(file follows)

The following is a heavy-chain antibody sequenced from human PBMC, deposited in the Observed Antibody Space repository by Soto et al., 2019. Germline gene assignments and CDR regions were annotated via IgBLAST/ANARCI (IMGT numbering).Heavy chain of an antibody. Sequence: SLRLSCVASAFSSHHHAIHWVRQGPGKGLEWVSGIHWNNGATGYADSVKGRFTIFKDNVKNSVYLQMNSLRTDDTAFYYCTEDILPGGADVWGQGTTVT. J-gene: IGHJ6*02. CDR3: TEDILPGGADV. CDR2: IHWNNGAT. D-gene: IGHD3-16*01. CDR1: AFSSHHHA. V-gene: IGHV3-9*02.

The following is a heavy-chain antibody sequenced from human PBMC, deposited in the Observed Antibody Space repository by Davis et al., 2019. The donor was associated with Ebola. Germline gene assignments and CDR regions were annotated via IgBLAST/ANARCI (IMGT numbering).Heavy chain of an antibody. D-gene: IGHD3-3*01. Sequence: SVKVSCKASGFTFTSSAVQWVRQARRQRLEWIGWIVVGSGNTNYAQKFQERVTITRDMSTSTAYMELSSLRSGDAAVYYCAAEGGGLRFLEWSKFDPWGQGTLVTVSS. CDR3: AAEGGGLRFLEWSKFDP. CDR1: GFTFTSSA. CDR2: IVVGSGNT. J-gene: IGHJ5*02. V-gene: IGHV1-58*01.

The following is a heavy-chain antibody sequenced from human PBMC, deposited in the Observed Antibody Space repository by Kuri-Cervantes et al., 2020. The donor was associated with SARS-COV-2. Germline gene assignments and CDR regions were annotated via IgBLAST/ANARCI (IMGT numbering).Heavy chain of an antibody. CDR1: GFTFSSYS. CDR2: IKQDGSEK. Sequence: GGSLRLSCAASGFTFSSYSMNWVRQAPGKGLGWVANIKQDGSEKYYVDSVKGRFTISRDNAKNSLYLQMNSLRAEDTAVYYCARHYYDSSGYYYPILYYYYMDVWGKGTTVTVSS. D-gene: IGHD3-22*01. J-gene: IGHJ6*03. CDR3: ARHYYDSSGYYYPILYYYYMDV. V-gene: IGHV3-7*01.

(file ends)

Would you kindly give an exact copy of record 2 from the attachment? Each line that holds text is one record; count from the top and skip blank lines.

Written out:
The following is a heavy-chain antibody sequenced from human PBMC, deposited in the Observed Antibody Space repository by Davis et al., 2019. The donor was associated with Ebola. Germline gene assignments and CDR regions were annotated via IgBLAST/ANARCI (IMGT numbering).Heavy chain of an antibody. D-gene: IGHD3-3*01. Sequence: SVKVSCKASGFTFTSSAVQWVRQARRQRLEWIGWIVVGSGNTNYAQKFQERVTITRDMSTSTAYMELSSLRSGDAAVYYCAAEGGGLRFLEWSKFDPWGQGTLVTVSS. CDR3: AAEGGGLRFLEWSKFDP. CDR1: GFTFTSSA. CDR2: IVVGSGNT. J-gene: IGHJ5*02. V-gene: IGHV1-58*01.